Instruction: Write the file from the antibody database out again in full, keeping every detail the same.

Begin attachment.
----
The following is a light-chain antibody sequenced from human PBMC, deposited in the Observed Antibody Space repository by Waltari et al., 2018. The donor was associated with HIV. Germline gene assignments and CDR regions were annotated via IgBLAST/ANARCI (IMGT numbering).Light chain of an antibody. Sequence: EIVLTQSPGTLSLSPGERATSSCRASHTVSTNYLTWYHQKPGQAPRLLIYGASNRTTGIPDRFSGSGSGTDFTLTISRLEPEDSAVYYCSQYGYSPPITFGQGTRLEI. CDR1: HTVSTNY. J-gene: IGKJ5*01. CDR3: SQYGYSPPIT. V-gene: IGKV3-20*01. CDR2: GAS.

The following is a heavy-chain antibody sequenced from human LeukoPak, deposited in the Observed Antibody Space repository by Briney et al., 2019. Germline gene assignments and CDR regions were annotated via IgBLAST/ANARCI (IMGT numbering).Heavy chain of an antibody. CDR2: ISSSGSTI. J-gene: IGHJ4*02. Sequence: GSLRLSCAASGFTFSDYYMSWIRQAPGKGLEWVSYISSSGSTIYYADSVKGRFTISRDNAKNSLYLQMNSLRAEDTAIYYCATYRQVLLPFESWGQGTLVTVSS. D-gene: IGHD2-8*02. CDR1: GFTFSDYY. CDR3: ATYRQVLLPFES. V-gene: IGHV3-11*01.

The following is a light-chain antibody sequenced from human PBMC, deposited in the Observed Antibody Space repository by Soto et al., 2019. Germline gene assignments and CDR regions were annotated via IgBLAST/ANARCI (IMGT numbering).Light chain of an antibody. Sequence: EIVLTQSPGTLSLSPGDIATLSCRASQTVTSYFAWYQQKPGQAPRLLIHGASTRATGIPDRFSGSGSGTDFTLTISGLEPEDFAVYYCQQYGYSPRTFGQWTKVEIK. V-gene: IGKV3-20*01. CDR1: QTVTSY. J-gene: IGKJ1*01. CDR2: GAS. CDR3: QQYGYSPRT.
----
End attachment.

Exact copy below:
The following is a light-chain antibody sequenced from human PBMC, deposited in the Observed Antibody Space repository by Waltari et al., 2018. The donor was associated with HIV. Germline gene assignments and CDR regions were annotated via IgBLAST/ANARCI (IMGT numbering).Light chain of an antibody. Sequence: EIVLTQSPGTLSLSPGERATSSCRASHTVSTNYLTWYHQKPGQAPRLLIYGASNRTTGIPDRFSGSGSGTDFTLTISRLEPEDSAVYYCSQYGYSPPITFGQGTRLEI. CDR1: HTVSTNY. J-gene: IGKJ5*01. CDR3: SQYGYSPPIT. V-gene: IGKV3-20*01. CDR2: GAS.

The following is a heavy-chain antibody sequenced from human LeukoPak, deposited in the Observed Antibody Space repository by Briney et al., 2019. Germline gene assignments and CDR regions were annotated via IgBLAST/ANARCI (IMGT numbering).Heavy chain of an antibody. CDR2: ISSSGSTI. J-gene: IGHJ4*02. Sequence: GSLRLSCAASGFTFSDYYMSWIRQAPGKGLEWVSYISSSGSTIYYADSVKGRFTISRDNAKNSLYLQMNSLRAEDTAIYYCATYRQVLLPFESWGQGTLVTVSS. D-gene: IGHD2-8*02. CDR1: GFTFSDYY. CDR3: ATYRQVLLPFES. V-gene: IGHV3-11*01.

The following is a light-chain antibody sequenced from human PBMC, deposited in the Observed Antibody Space repository by Soto et al., 2019. Germline gene assignments and CDR regions were annotated via IgBLAST/ANARCI (IMGT numbering).Light chain of an antibody. Sequence: EIVLTQSPGTLSLSPGDIATLSCRASQTVTSYFAWYQQKPGQAPRLLIHGASTRATGIPDRFSGSGSGTDFTLTISGLEPEDFAVYYCQQYGYSPRTFGQWTKVEIK. V-gene: IGKV3-20*01. CDR1: QTVTSY. J-gene: IGKJ1*01. CDR2: GAS. CDR3: QQYGYSPRT.